Too Many Birth Control Pills Increase Breast Cancer Risk

A stupendous number of women around the world use contraceptive pills, most commonly known as birth control pills, to have sex without the risk of getting pregnant, or to avoid unwanted pregnancy.

Too Many Birth Control Pills Increase Breast Cancer RiskSome previously published population studies have linked use of oral contraceptives to the risk of developing cancers of breast, cervical, and liver.

Scientists from the University of Michigan now solidify that link and suggest that too many contraceptive pills can increase the risk of breast cancer more than previously feared.

According to the researchers, some commonly prescribed birth control pills may quadruple levels of synthetic estrogen and progesterone hormones, both of which are believed to play a key role in stimulating the breast cancers to grow. Evidently, some breast cancer patients are prescribed hormone therapy to block their effects on cancer cells.

The current study results showed that women who took birth control pills had much higher levels of hormones in their blood samples than those who did not use oral contraceptives.

In the research, investigators examined seven commonly prescribed oral contraceptives and four of those formulations were found to increase the levels of progestin, a synthetic version of the progesterone hormone, by fourfold. Further investigation showed 40 percent higher exposure to ethinyl estradiol, a synthetic version of estrogen.

Progesterone and oestrogen hormones are both secreted in the ovaries and the levels of both hormones vary naturally during the women’s menstrual cycle. The contraceptive pills replace these naturally produced d\female sex hormones with synthetic versions.

For the study, the researchers analysed data from 12 existing studies that examined the amount of female sex hormones during the menstrual cycle in women who don’t use oral contraceptives.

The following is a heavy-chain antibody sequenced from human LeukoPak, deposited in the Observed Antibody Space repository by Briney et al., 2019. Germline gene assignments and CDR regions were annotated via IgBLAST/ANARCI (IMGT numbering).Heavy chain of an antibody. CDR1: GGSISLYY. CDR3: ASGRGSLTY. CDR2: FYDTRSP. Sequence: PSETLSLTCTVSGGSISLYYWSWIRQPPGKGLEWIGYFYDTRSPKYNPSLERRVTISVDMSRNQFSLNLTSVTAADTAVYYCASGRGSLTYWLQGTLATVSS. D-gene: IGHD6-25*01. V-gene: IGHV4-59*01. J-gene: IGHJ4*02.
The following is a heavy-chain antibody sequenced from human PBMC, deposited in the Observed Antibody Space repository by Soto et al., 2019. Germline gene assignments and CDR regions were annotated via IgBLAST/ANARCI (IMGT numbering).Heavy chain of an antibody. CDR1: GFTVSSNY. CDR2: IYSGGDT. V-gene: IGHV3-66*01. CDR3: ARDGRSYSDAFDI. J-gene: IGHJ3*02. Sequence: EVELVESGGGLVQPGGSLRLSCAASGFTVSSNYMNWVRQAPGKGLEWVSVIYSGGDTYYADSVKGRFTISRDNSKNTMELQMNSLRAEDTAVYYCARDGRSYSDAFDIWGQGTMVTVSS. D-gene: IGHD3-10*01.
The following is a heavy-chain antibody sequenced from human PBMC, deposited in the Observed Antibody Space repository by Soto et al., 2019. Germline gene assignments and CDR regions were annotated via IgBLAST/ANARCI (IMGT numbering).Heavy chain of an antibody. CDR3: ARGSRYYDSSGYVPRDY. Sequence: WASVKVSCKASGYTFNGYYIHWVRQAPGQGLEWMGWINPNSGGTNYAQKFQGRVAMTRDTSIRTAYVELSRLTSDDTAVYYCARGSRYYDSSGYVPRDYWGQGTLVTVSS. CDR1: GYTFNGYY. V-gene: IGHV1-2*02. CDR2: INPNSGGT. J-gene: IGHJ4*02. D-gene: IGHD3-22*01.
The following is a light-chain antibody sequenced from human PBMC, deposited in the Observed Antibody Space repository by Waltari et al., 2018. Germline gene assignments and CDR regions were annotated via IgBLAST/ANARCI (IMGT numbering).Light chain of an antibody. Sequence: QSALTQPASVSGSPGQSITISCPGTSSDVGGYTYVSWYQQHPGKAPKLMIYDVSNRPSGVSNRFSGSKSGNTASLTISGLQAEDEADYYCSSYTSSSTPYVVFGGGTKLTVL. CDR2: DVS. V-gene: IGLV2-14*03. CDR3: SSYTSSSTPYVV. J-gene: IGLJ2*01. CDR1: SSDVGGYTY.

The total levels of progesterone and oestrogen were then compared with the total levels of their synthetic versions- progestin and estradiol- in women taking one of the popular birth control pills for 28 days.

“That this hasn’t been answered is amazing, given that we already know that there’s a correlation between hormonal exposure and breast cancer risk,” said study’s lead author Beverly Strassmann, who is a human evolutionary biologist.

Based on their findings, Strassmann and her team emphasise that birth control pills are extremely helpful when it comes to having safe sex and avoiding unwanted pregnancy, but at the same time call for pharmaceutical companies to design oral contraceptives in a way that they do not contribute to the risk of breast cancer.

“Not enough has changed over the generations of these drugs and given how many people take hormonal birth control worldwide – millions – the pharmaceutical industry shouldn’t rest on its laurels,” she said.

Cancer Research UK estimates that as little as one percent of breast cancers in women are due to oral contraceptive use.

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